Iran: Rafsanjani's New Mission
By Stanley Reed
At front-runner Hashemi Rafsanjani's presidential campaign headquarters in Tehran, Siavash Daryabar shows off a vast wall chart of Iran's regions, with hundreds of circles each indicating an office supporting his candidate. Rafsanjani has plenty of backers, but in Iran's increasingly uninhibited political environment, there's also plenty of opposition.
For the last few weeks, Daryabar has been churning out rebuttals to opposition attacks on Rafsanjani for everything from using his influence to enrich himself to being photographed with inappropriately dressed women. "I have never seen such smears," says one campaign veteran. The balloting is set for June 17.
Amazingly, Rafsanjani, who served as President from 1989 and 1997, when he was a faithful partner of the conservative mullahs, is showing enough flexibility to take the attacks in stride and even bolster his campaign. The candidate, a 70 year-old cleric, broke new ground in a televised spot on June 11 in which he submitted himself to a grilling from a group of young Iranians.
They peppered Rafsanjani with questions about why he thought he could still make a difference. They also asked whether he had ever committed any embarrassing, youthful indiscretions. His answer to the first: Seeing a changed world had given him a new sense of mission. The answer to the second, to guffaws, was that he was still too embarrassed to talk about his past peccadilloes.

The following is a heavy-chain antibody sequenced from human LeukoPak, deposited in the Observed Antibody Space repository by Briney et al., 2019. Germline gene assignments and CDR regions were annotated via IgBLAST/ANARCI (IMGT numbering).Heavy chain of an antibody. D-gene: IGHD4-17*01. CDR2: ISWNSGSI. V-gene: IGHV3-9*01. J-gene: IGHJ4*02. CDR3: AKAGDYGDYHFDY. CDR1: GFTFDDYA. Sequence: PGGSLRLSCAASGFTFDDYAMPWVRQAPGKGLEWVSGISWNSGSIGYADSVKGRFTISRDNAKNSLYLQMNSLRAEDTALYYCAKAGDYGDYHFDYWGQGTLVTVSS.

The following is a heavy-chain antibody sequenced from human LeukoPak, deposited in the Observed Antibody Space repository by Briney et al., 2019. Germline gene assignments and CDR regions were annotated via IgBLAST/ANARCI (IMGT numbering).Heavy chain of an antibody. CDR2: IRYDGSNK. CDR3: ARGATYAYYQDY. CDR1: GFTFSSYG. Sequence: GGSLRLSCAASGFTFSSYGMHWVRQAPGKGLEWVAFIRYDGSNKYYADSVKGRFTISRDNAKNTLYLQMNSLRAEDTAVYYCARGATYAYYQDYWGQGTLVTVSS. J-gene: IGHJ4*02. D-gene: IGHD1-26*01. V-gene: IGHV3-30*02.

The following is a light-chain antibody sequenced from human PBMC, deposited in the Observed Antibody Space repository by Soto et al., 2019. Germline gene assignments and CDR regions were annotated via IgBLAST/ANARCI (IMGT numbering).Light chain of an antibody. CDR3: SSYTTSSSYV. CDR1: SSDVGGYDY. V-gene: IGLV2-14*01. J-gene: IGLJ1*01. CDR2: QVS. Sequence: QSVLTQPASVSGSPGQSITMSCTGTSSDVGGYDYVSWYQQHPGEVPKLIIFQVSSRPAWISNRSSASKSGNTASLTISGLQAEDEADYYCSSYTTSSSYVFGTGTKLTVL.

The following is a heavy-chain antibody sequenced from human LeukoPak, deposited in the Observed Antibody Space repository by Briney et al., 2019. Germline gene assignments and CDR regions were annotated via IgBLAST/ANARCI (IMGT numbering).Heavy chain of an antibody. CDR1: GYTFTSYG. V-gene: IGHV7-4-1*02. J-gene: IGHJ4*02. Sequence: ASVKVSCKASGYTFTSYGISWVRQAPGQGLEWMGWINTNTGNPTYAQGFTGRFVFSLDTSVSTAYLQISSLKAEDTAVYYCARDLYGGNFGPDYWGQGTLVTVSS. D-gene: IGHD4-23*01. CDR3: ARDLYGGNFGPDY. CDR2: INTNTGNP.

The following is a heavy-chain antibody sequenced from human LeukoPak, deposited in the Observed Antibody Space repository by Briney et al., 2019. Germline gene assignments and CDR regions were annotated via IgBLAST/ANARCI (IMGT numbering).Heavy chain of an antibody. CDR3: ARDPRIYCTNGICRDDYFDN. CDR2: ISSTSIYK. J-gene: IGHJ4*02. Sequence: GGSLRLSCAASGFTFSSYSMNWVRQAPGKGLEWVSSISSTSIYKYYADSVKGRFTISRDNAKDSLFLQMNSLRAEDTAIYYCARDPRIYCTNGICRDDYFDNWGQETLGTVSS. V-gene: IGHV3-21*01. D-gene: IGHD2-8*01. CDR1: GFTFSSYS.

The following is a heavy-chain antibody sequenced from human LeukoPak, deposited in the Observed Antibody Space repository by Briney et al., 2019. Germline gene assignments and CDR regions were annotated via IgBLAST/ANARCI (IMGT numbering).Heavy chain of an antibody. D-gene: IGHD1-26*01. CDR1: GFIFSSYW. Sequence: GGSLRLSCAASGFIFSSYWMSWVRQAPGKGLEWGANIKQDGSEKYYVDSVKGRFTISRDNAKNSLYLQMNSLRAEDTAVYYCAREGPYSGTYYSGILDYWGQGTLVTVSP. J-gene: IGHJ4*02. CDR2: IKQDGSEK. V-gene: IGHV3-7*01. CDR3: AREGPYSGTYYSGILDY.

Because of his willingness to engage young voters and because Iranians view him as a pragmatic political heavyweight, Rafsanjani, a one-time aide to the late Ayatollah Khomeini, leads in the polls. So far, though, he hasn't garnered the majority required for a first-round win.
The other top vote-getters are likely to be Mohammad Baker Qalibaf, a youthful former national police chief backed by some conservatives, and Mustafa Moin, a former Minister of Higher Education, whose support includes many backers of the current President, Mohammed Khatami. If no one gains a majority, the top two candidates will be paired in a runoff a week later.
The assumption now is that Rafsanjani will probably win in a runoff. If so, the victory will vindicate Rafsanjani's campaign theme -- that only he has the experience and gravitas to cool down tense relations with the U.S. over the nuclear issue and set Iran on a path to solid economic growth.